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18th/19th c. Native American Gaming Tray

18th/19th c. Native American Gaming Tray

A rare Native American Ash burl gaming tray in original untouched surface.


Constructed from a single body of burl wood via pole lathe turning with an exuberant array of natural grain. A shallow dish such as this was used in early Native American culture to play a game called "Hubbub", a nickname given by early European settlers in the 17th C. when observing players play, crying out "Hub" "Hub".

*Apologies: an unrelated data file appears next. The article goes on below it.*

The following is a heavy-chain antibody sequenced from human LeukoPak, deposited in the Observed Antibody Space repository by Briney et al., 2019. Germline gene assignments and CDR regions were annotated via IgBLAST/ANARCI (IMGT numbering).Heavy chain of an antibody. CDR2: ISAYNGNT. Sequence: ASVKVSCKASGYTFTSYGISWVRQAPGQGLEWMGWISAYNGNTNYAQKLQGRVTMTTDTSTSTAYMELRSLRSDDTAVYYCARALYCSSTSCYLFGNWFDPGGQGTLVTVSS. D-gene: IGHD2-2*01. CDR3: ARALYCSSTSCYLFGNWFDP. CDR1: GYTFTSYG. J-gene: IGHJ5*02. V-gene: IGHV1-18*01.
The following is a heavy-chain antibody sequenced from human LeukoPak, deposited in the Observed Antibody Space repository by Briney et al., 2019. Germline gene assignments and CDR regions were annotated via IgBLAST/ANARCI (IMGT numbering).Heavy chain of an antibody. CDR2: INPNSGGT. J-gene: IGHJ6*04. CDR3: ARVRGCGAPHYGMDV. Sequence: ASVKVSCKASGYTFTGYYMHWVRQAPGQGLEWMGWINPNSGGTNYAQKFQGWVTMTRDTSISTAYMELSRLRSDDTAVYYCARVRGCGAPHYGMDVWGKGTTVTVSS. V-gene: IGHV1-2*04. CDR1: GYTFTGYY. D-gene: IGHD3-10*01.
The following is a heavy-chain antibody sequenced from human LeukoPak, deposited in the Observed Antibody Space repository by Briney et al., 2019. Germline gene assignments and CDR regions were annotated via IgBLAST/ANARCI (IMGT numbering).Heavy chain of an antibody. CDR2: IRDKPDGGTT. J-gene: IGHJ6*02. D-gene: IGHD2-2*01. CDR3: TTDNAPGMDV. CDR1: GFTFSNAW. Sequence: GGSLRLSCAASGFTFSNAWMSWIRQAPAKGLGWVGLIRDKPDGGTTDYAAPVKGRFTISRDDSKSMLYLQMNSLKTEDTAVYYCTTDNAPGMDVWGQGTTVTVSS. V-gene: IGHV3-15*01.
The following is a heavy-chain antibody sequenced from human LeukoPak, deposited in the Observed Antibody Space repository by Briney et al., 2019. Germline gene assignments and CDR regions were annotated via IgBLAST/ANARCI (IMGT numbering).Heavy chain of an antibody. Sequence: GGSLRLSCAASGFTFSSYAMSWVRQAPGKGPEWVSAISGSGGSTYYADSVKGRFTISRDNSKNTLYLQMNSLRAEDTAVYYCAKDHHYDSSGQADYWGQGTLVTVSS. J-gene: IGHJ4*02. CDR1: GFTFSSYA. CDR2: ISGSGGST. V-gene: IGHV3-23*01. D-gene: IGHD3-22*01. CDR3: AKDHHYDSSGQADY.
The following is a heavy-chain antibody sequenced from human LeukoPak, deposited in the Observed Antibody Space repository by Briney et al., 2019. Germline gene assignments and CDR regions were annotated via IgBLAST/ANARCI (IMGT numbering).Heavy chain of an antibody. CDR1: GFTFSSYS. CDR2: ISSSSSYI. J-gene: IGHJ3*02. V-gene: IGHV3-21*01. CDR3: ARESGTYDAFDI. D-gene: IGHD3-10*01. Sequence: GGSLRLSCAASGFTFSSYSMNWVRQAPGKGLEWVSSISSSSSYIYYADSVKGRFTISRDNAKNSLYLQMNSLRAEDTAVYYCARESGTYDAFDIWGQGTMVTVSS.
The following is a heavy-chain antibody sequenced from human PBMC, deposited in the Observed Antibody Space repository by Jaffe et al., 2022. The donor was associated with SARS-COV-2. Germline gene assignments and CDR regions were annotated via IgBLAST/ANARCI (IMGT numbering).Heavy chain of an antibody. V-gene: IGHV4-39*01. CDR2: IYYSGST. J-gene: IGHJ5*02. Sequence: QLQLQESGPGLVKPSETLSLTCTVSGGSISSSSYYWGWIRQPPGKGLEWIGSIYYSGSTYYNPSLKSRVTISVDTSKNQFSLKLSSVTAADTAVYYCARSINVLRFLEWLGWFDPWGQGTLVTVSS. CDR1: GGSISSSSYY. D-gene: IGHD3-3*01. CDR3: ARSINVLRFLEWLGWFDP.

A grouping of early dice constructed of various materials were used in play and placed in the tray and flipped when the tray was struck upon a folded blanket. The shallow profile of the tray served as a vehicle to both flip the dice and serve as a playing field. Prizes were often played for which included kettles, beaver hides, Wampompeage, hatchets, knives ect.


Other examples of gaming trays survive today, being constructed of basketry with wooden examples being more scarce, especially in burl. Well aged creating a wonderful thin and delicate undulating rim tapering down into a smooth and semi flat interior. Survives in an excellent state of original condition. Northeast, likely Woodlands Indians. Ca. 1780.


See "North American Burl Treen" by Steven S. Powers for a similar example. 10" x 10 1/2" x 1 3/4"T.

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